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VINE VOICEon 6 October 2007
Bettye Lavette's excellent "I've Got My own Hell To Raise" showed how a solid, sympathetic backing band could showcase her superb phrasing and kickass vocals. For her follow up her record label asked loud, raucous and exuberant Alabama rockers - the Drive-by Truckers to provide the backing. They took Ms Lavette back to Muscle Shoals Alabama, where her lost classic 1970s album was cut for Atlantic Records and then shelved, hence the title.

The Truckers Patterson Hood and their cohort David Barbe take the production duties as Muscle Shoals sessioneers Spooner Oldham and David Hood (Patterson's father) join the Truckers to add further layers of meaning to the sessions. The Truckers sound nothing like the Truckers, they sound like a great R & B backing band. This is Ms Lavette's album and they kepp in the background bringing her gritty, emotive voice to the fore and filling in the spaces.

It is an album full of great interpretations of songs but the one original song, the autobiographic "Before the Money Came (The Battle of Bettye LaVette)" is a highlight. What an achievement!
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TOP 1000 REVIEWERon 24 April 2008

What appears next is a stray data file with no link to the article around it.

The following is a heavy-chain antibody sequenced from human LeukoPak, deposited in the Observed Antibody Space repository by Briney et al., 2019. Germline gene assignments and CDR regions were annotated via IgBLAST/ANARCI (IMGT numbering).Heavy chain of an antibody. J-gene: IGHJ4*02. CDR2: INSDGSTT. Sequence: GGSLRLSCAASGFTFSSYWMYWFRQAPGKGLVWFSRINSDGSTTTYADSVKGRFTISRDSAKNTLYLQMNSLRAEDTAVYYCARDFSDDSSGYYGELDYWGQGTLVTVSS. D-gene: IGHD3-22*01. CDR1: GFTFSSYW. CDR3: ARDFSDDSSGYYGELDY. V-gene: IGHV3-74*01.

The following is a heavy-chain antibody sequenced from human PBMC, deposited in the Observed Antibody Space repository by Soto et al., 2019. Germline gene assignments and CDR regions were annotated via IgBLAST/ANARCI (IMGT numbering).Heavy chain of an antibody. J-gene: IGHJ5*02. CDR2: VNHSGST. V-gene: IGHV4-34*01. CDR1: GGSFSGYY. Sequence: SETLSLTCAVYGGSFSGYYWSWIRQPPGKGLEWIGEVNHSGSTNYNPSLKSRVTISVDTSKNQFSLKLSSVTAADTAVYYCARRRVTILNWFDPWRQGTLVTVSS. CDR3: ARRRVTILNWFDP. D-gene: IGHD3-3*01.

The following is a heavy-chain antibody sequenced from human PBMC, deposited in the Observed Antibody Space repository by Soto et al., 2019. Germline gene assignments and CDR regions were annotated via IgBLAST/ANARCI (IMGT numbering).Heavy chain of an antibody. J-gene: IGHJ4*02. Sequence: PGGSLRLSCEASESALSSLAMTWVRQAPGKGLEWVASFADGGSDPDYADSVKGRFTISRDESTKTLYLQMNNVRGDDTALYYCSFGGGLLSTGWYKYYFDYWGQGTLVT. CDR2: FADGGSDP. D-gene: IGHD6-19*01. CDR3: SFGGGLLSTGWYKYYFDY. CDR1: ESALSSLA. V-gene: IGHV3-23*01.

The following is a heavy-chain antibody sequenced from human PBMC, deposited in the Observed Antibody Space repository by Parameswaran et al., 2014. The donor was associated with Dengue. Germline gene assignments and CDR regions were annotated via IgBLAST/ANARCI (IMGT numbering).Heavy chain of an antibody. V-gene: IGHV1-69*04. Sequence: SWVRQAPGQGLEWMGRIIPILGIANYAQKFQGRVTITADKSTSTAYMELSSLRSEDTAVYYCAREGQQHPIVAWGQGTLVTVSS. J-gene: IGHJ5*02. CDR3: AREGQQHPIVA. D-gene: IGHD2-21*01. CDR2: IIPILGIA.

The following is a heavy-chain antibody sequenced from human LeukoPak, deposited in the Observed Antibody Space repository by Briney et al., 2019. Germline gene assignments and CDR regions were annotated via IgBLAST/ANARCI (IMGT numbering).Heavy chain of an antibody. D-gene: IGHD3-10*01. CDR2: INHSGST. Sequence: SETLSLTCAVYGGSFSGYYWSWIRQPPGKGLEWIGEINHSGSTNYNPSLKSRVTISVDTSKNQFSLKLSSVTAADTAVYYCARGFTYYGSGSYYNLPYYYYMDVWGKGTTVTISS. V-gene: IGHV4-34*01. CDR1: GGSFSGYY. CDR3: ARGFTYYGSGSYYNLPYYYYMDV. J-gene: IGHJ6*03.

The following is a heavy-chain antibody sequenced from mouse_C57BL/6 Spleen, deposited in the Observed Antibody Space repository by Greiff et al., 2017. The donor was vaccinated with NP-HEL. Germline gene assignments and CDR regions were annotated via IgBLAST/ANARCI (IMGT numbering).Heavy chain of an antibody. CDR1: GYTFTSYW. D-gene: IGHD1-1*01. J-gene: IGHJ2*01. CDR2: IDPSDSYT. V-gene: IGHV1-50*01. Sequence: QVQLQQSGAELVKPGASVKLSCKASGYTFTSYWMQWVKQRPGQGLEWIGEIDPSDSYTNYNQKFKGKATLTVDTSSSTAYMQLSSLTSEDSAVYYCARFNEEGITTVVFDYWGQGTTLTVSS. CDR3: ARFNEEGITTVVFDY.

There's one thing lets this record down.

It's not Lavette herself: She has the quintessential R'n'B voice and knows how to use it.

It's not musicianship: The undercover Drive By Truckers are magnificent, and the drop-ins like Spooner Oldham and David Hood give the project some added kudos, too.

It's the songs: You have the lyrical muscle of DBT, including the Dirtroad Dylan himself, Mike Cooley, and the best song on the whole album is written by Elton John, who I'm afraid lost me shortly after Tumbleweed Connection.

Despite that it's a good record, but it most definitely ain't a great record.

You can feel it's good from the start as the guitars kick in with an irresistible riff and some addictive hooks, and then you feel the emotional pull of Lavette's gravel-honed tonsils. On that score she would give Cooley more than a run for his money. The guitars of DBT are well complemented by Oldham's keyboards, and on several tracks include John Neff's pedal steel which gives an interesting country flavour to a definitely not-country record: DBT truly are undercover stylistically but demonstrate their R'n'B chops to the max.

But as I say, the songs themselves are disappointing overall lyrically, there is little by way of a memorable tune, and my overall feeling is that it's pretty well a dead cert that I wouldn't have bought the record had it not been for the presence of DBT.